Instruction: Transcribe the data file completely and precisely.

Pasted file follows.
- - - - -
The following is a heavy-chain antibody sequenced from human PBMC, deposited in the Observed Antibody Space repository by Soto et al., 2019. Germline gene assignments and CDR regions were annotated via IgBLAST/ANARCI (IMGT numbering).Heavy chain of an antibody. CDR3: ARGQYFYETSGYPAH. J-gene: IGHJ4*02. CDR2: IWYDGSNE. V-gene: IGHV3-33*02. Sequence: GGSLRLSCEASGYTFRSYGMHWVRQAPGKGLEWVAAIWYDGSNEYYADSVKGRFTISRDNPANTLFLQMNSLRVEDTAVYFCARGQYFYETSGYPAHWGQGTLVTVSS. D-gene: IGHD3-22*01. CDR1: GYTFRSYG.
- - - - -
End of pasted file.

The following is a heavy-chain antibody sequenced from human PBMC, deposited in the Observed Antibody Space repository by Soto et al., 2019. Germline gene assignments and CDR regions were annotated via IgBLAST/ANARCI (IMGT numbering).Heavy chain of an antibody. CDR3: ARGQYFYETSGYPAH. J-gene: IGHJ4*02. CDR2: IWYDGSNE. V-gene: IGHV3-33*02. Sequence: GGSLRLSCEASGYTFRSYGMHWVRQAPGKGLEWVAAIWYDGSNEYYADSVKGRFTISRDNPANTLFLQMNSLRVEDTAVYFCARGQYFYETSGYPAHWGQGTLVTVSS. D-gene: IGHD3-22*01. CDR1: GYTFRSYG.